The Basques are the only people in Western Europe that have a non-Indo- European language. In fact, there is no clear relationship between Basque and any other existing language: it is an isolate, as far as we know.

The Basques are also genetically different from their neighbors. There is a component found generally in Europeans – the light purple at the bottom. You see it in Spaniards, Tuscans,CORE.10

Tuscans, Russians, Lithuanians, Utah whites (mostly British),  the French –  but not in the Basques or Sardinians. They look to be a two-bean salad, made up from a mixture of the old Mesolithic hunters (Hyperboreans)  and the first farmers (Cardial culture and LBK, from the Levant, maybe).  While other Europeans are a mix of three ancient populations: Hyperboreans, southern farmers, and something else we call ‘west Asian’ for lack of a better name.  But this graph hints at interesting details.  The red component, the Hyperborean fraction, is lower in the old-fashioned two bean population than in Europeans generally. Surely this means that invading Indo-European populations already had a lot of red in them – possible, since the Hyperboreans extended very far to the East, all the way to Lake Baikal.   Note also that the ‘west-Asian’ component does not vary too much. If the last wave of invaders had mixed a lot with the LBK, you’d expect to see less and less of that ‘west-asian’ component as you move west – but it’s almost the same in Orcadians as it is in Russians or Lithuanians. It’s some lower in Spain, but there’s an obvious explanation for that, which I leave as an exercise for my readers…

Anyhow, that constancy, which is closely related to the fact that Fst across the entire North European plain is very small, has another obvious implication.  Not one that LBK-fans are going to like.

The Basques have certainly mixed with other peoples, but it must have been almost entirely outward gene flow, at least in the core of the Basque country.  Many Basques helped resettle Spain in the Reconquista, few non-Basques inmarried.  They would have had to learn the language.  Altogether, the Basques are a genetic relic from about six thousand years ago, based on what we know today.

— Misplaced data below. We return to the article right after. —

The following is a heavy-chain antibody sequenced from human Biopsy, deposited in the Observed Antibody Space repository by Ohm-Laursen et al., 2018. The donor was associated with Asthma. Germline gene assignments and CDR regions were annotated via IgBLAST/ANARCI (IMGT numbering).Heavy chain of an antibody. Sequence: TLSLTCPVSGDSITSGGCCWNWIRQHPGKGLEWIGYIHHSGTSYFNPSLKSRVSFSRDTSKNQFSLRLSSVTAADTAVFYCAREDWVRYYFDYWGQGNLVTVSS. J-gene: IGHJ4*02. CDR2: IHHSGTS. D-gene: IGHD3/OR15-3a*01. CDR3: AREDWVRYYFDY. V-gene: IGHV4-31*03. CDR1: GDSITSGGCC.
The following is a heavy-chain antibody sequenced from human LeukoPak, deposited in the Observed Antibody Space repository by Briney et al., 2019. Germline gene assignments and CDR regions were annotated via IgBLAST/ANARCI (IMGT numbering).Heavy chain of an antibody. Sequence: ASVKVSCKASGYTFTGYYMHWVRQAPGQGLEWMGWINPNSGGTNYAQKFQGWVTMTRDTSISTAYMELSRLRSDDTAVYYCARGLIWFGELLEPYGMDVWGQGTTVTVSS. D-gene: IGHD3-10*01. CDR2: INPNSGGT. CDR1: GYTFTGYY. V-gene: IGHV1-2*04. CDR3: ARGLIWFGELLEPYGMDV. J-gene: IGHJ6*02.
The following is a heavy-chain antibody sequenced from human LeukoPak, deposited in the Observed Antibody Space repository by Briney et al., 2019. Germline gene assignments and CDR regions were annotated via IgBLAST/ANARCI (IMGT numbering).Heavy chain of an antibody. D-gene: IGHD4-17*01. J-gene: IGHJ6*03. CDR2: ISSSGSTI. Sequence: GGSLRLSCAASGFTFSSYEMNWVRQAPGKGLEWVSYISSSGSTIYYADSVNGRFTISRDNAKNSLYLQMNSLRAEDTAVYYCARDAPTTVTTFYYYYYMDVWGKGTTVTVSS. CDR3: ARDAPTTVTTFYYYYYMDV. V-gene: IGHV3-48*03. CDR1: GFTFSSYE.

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79 Responses to Basques

  1. Handle says:

    It’s interesting to note that the Iraqi and Iranians Jews have almost no Hyperborean in them. It stands out with being enveloped by the red sections of the Iranians and Turks.

    • Nick says:

      Can someone explain what “Hyperborean” means in this context?

      • gcochran9 says:

        Back before the Neolithic, there was a population of hunters that occupied a region ranging from Western Europe to Lake Baikal. From what we know, they seem to have been pretty genetically uniform over that entire region. They account for a significant fraction of the ancestors of Europeans, especially northern Europeans, but also of Amerindians. Seems to me that they need a name. ‘Ancestral north Eurasians’ doesn’t have much pizzazz: I like Hyperboreans, used by the Greeks to denote a far northern people they didn’t know much about. And of course they existed in the world of Conan.

      • Nick says:

        I’m a layman but very interested in this. I’ve read lots of Dienekes and Razib, but often find myself unable to follow lots of the shop talk. If you would consider writing a guide for laymen to understanding lots of the pre-historical populations that seem to show up in admixture analyses, it would definitely help me understand this a lot more.
        Aside, your site is amazing. It’s like it answers all the questions that I have had for years…

      • a very knowing American says:

        Or how about “Polaroids,” by analogy with Mongoloids, Australoids, etc.? Fewer syllables than “Hyperborean.” Or is the name trademark-protected?

      • drwhat says:

        it specifically means, “beyond the northern wind” in greek iirc.

  2. Ilya says: